Common Specialities
{{speciality.keyWord}}
Common Issues
{{issue.keyWord}}
Common Treatments
{{treatment.keyWord}}

Azoospermia - How Can It Be Treated Through IVF-ICSI?

Written and reviewed by
MD - Obstetrtics & Gynaecology
IVF Specialist, Sonipat  •  25 years experience
Azoospermia - How Can It Be Treated Through IVF-ICSI?

Contrary to popular belief, infertility is not something that affects only women. Men can also suffer from infertility. Azoospermia is a condition where the semen ejaculated by a man contains no sperm cells or a very negligible amount of sperm cells. In such cases, it is almost impossible for a couple to conceive naturally.

There are three types of Azoospermia.

  • Pre-testicular: In such cases, the patient has low levels of follicle-stimulating hormone and hence the testes cannot produce enough sperm.
  • Testicular: In this type of Azoospermia, the patient has higher levels of follicle-stimulating hormones but has a disrupted feedback loop. This may be caused by hereditary disorders, side effects of a previous surgery, radiation or certain cellular disorders. Almost 50% of patients suffering from Azoospermia fall into this category.
  • Post-testicular: In this condition, the sperm is produced from the testes in adequate amounts but does not get ejaculated. This is usually caused by a blockage in the post-testicular genital tracts because of an earlier vasectomy or a congenital defect.

The good news is that even men with Azzospermia can father children. IVF is the most preferred mode of treatment in such cases. In the case of IVF, semen from a man and eggs from a woman are combined in a laboratory to form embryos. These embryos are then transferred to the woman’s uterus. In the case of Azoospermia, IVF is aided by a technique known as Intracytoplasmic Sperm Injection or ICSI. Through this technique, the sperm cells are injected directly into the egg to fertilize it.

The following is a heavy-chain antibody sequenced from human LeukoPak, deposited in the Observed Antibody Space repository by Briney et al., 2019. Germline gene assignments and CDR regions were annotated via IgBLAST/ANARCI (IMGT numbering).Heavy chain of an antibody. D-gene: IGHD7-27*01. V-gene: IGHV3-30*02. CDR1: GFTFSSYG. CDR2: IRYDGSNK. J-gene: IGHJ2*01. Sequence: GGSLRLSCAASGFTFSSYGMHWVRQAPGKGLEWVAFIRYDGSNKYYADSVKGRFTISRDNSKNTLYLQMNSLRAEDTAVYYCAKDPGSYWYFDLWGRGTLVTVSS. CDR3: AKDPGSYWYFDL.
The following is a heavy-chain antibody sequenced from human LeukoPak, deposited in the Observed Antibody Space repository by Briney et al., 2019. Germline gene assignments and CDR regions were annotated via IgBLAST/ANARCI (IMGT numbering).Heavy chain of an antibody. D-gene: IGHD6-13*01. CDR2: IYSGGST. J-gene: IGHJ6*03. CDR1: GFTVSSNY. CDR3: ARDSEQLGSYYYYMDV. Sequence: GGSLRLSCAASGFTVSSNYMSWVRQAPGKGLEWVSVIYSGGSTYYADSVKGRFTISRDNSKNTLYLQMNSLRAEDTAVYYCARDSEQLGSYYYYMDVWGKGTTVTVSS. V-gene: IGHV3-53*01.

In the case of IVF with ICSI, the male partner will provide a semen sample on the same day that the eggs are harvested from the woman. This sample is checked in a laboratory for the presence of sperm cells. If present, the semen sample will be processed to separate the sperm cells from the plasma. This is then referred to as washed sperm. If no sperm cells are present in the semen sample, the doctors will extract sperm cells from the man’s testicles or epididymis.

A single sperm cell is then injected into each egg harvested from the woman. The egg should show signs of fertilization within a day or two. Thus, this process bypasses the natural fertilization process of sperm selection. Once the egg has been fertilized and is converted to an embryo, it is transferred to the woman’s uterus where it can grow and develop into a baby.

3722 people found this helpful

Nearby Doctors

RECOMMENDED HEALTH PACKAGES